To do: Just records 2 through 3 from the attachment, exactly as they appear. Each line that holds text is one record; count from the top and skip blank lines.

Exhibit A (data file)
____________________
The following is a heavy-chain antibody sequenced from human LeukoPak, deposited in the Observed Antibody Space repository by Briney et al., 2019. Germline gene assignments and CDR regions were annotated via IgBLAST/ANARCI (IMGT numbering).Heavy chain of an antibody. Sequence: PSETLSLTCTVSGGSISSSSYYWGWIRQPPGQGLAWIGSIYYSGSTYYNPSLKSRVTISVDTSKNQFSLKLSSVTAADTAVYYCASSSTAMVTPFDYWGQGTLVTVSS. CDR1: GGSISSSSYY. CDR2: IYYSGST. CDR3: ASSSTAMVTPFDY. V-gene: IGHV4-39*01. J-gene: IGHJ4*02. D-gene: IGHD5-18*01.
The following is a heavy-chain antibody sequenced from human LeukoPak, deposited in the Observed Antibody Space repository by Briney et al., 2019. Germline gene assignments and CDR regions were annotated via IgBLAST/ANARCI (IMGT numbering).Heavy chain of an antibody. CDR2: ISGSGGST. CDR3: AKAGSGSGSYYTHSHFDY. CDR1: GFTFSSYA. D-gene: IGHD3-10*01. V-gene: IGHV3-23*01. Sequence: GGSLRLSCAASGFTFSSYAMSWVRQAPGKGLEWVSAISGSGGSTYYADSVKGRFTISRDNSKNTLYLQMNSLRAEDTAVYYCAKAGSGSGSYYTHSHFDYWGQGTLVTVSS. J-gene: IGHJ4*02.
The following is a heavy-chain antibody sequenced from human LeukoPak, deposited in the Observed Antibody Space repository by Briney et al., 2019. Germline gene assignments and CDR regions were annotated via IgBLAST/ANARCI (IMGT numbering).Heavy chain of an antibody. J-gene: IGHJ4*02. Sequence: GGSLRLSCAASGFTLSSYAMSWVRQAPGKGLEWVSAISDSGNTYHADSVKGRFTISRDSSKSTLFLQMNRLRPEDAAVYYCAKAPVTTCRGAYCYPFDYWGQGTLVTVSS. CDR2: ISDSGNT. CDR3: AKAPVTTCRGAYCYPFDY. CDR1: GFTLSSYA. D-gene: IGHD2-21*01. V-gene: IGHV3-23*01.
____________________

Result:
The following is a heavy-chain antibody sequenced from human LeukoPak, deposited in the Observed Antibody Space repository by Briney et al., 2019. Germline gene assignments and CDR regions were annotated via IgBLAST/ANARCI (IMGT numbering).Heavy chain of an antibody. CDR2: ISGSGGST. CDR3: AKAGSGSGSYYTHSHFDY. CDR1: GFTFSSYA. D-gene: IGHD3-10*01. V-gene: IGHV3-23*01. Sequence: GGSLRLSCAASGFTFSSYAMSWVRQAPGKGLEWVSAISGSGGSTYYADSVKGRFTISRDNSKNTLYLQMNSLRAEDTAVYYCAKAGSGSGSYYTHSHFDYWGQGTLVTVSS. J-gene: IGHJ4*02.
The following is a heavy-chain antibody sequenced from human LeukoPak, deposited in the Observed Antibody Space repository by Briney et al., 2019. Germline gene assignments and CDR regions were annotated via IgBLAST/ANARCI (IMGT numbering).Heavy chain of an antibody. J-gene: IGHJ4*02. Sequence: GGSLRLSCAASGFTLSSYAMSWVRQAPGKGLEWVSAISDSGNTYHADSVKGRFTISRDSSKSTLFLQMNRLRPEDAAVYYCAKAPVTTCRGAYCYPFDYWGQGTLVTVSS. CDR2: ISDSGNT. CDR3: AKAPVTTCRGAYCYPFDY. CDR1: GFTLSSYA. D-gene: IGHD2-21*01. V-gene: IGHV3-23*01.